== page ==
Cape Town - The imminent resolution of the devastating platinum-sector strike has proved too little, too late to stave off a negative assessment of the economy by international rating agencies – piling pressure on the government to help lift the gloom.
Days before a recuperating President Jacob Zuma is to spell out his government’s plans in his second State of the Nation Address for the year on Tuesday, rating agency Fitch revised its outlook for South Africa from stable to negative, though it kept its credit rating at BBB, while S&P downgraded long-term foreign currency rating to BBB-.
This will immediately drive up the cost of borrowing for the government – amid of a multi-billion rand infrastructure build programme – said economist Iraj Abedian, of Pan African Capital Holdings.
The double whammy from the two agencies on Friday the 13th amounted to a “perfect storm” of bad news, despite the chink of light provided by the news on the platinum strike.
Lower-than expected growth recorded in the first quarter, when the economy shrank by 0.6 percent according to the latest figures, will dent the government’s income from tax collection – increasing its reliance on borrowing.
As the cost of servicing this debt – already the fastest-growing component of government spending – climbed, other programmes, like the infrastructure projects, would have to be revised, said Abedian.
“They have to go back to the drawing board. They have to get technical advice and either they have to cut back on the infrastructure spend, or they have to reconfigure the spend and repackage the financial or capital structuring part of it – make a lot more room for private-sector participation and a lot less involvement by the state,” Abedian said.
While resolving the platinum strike earlier would probably have averted the ratings changes, it was not the only, or even the most important, factor bogging down the economy.
The energy crisis was a more significant, structural brake on growth, given that Eskom was struggling to keep the lights on even when the three biggest platinum producers were out of action thanks to the strike.
Ending the strike would improve growth prospects but, “if you don’t have power and you have other structural bottlenecks your growth cannot resume its potential trajectory”.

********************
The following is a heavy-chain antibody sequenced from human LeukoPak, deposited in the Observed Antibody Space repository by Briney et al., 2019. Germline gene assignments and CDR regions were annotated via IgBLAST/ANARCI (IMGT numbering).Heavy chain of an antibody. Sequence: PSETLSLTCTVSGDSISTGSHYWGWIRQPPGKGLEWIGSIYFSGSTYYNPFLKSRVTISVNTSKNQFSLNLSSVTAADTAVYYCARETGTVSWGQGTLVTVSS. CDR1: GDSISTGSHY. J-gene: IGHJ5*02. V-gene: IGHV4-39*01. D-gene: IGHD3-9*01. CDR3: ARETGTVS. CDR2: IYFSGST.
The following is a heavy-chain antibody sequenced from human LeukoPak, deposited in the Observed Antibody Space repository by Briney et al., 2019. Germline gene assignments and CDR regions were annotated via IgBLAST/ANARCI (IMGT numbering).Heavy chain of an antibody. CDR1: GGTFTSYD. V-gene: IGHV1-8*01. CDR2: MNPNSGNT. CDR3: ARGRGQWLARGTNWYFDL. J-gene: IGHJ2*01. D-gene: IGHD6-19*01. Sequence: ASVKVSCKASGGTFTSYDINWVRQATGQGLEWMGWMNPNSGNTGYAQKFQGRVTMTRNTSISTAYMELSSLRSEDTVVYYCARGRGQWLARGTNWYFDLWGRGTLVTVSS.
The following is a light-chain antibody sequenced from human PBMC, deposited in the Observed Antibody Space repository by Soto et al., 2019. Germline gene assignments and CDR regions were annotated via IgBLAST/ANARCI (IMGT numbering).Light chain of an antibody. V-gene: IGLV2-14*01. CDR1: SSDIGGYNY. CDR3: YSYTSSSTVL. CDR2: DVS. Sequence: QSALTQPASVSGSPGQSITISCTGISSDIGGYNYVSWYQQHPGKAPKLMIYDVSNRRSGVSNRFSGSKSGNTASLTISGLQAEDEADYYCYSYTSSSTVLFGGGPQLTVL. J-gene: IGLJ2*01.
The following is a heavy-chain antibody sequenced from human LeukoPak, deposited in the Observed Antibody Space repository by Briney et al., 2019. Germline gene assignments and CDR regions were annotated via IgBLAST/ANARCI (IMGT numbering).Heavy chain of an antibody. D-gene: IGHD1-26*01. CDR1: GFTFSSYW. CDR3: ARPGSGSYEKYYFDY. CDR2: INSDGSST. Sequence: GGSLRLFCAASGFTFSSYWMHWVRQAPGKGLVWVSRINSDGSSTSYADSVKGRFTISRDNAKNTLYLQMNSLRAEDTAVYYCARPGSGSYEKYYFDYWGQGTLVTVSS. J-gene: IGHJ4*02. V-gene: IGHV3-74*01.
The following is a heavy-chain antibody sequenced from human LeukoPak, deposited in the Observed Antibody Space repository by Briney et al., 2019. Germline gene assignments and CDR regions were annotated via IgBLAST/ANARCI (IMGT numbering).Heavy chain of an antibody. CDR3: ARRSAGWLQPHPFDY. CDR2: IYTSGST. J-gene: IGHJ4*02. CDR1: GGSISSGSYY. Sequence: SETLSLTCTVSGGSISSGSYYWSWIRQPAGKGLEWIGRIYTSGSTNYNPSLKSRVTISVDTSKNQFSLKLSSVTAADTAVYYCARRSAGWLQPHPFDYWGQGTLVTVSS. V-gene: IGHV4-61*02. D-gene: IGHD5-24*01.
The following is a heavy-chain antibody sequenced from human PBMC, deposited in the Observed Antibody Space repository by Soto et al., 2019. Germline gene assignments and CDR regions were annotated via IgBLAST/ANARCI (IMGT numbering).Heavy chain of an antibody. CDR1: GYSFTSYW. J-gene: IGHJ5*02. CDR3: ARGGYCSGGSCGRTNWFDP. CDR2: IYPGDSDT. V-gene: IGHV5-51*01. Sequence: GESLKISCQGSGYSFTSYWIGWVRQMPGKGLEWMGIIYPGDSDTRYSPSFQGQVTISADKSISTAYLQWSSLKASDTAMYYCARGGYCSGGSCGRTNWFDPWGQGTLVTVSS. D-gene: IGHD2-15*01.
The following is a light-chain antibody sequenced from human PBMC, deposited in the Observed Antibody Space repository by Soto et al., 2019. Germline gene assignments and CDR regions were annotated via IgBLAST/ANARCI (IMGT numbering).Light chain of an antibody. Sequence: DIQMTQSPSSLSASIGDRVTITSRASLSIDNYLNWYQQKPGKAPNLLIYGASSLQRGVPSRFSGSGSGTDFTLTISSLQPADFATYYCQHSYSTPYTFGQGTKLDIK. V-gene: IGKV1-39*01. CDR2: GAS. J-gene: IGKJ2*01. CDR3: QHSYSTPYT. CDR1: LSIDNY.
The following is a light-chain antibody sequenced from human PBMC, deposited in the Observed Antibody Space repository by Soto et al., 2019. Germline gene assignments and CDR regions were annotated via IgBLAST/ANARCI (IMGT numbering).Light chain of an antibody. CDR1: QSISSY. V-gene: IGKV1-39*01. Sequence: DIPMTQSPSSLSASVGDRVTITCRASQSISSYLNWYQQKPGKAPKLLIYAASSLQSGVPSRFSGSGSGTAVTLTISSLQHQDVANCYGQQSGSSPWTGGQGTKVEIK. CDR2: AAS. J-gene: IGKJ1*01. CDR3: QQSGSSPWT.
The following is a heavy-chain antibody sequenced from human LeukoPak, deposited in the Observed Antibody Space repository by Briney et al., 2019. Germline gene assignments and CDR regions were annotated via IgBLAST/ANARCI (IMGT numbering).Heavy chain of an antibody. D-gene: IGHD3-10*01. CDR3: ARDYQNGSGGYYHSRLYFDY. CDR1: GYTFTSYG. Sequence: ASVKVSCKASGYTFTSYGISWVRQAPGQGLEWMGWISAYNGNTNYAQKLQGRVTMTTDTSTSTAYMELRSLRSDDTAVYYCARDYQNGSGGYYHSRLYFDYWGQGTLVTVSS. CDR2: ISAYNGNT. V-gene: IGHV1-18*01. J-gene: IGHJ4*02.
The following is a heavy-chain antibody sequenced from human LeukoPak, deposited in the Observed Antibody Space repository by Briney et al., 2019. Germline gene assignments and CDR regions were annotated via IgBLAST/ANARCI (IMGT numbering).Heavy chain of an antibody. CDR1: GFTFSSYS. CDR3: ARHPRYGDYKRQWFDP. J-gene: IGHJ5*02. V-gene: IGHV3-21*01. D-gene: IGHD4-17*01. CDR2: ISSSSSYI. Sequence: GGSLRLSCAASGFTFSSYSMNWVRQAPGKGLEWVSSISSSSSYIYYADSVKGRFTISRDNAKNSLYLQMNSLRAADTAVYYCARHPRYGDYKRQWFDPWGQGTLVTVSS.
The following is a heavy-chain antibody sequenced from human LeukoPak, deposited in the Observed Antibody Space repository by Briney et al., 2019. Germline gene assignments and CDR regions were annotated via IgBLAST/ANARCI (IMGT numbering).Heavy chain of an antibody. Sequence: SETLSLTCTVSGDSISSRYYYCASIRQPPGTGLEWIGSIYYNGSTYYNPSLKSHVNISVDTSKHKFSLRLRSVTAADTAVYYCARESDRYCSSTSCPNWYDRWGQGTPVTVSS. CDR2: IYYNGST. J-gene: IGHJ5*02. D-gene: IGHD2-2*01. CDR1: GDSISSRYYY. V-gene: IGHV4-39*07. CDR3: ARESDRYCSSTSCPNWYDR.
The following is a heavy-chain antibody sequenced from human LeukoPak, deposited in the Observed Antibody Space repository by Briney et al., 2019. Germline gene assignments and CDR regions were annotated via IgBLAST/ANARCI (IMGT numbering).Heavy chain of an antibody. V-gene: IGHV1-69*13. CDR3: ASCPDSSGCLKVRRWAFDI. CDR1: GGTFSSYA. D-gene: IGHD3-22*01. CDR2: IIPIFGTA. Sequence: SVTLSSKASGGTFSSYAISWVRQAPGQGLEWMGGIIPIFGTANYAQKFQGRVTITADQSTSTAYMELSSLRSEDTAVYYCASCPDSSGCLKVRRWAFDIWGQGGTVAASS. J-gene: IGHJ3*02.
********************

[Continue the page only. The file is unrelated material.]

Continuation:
“We are now, unfortunately, into a vicious downward growth spiral, because we’ve lost our reputation, we’ve lost our ratings and we don’t have a credible solution for those structural bottlenecks,” Abedian said.
He said Zuma’s speech had “first and foremost” to put paid to “ideologising and throwing around political messages that are poor substitutes for credible programmes of action”. His government had spent five years peddling “concepts that are confused and unworkable”.
It was time for the “mumbo jumbo” to be replaced by “a clear, effective, professional approach to running a modern economy”, Abedian said.
The Treasury said in response to the Fitch move the government was “alive to the growth challenges”.
Amcu members, meanwhile, were weighing the gains of the new offer against the loss of income they suffered in the almost five-month strike, with the platinum producers putting total lost wages at R9.9 billion by Friday and revenue losses to the industry at R22.35bn.
Amcu president Joseph Mathunjwa said on Friday night the union had consulted all its members and they were “not entirely against the proposal”. There were a few issues raised by members that had to be taken back to employers, however.
He said given that the National Union of Mineworkers had settled for a R400 increase and the offer Amcu was considering would entail a pay rise of about R1 000, he believed the strike had been worthwhile, despite the sacrifices.
The union was not giving up on its demand for a R12 500 basic minimum wage.
Labour analyst Tony Healy said the strike had been a “catastrophic failure”. While Amcu had won “reasonable, but not spectacular gains”, its members had sacrificed almost five months’ wages and would never recover these losses.
“Financially they would have been better off accepting the platinum miners’ offer before they went on strike and not had the strike at all,” said Healy.
Impala Platinum Holdings Limited, Anglo American Platinum Limited and Lonmin Plc tabled an offer of a 7.5 to 8.5 percent increase before the strike – upping it to between 7.5 and 10 percent (depending on the level of the worker) in April. The latest offer is for a R1 000 a month increase in basic pay for the lowest-paid workers for the first two years of a five-year deal and R950 thereafter.
Implats spokesman Johan Theron said this amounted to a 13 percent increase for entry level workers – putting the gain since February at 4.5 percent for these workers. If Amcu members accept the deal, the entry level basic wage of R5 500 will rise to R7 500 after two years (backdated to July last year when the increase was due), and R8 450 in the third year – still short of the R12 500 basic minimum wage initially demanded by Amcu.
Workers have forfeited the R29 837 in basic wages they would have earned if they had accepted the first offer. Healy said the strikers had been “starved back to work”.
“It sounds harsh, but you simply cannot sustain a strike for this duration, it’s unprecedented in our country and it ranks among the biggest strikes globally in history.”
Amcu’s goal of permanently shifting the low-wage structure was “honourable”, but it hadn’t come close to achieving its demands and had paid a heavy price.
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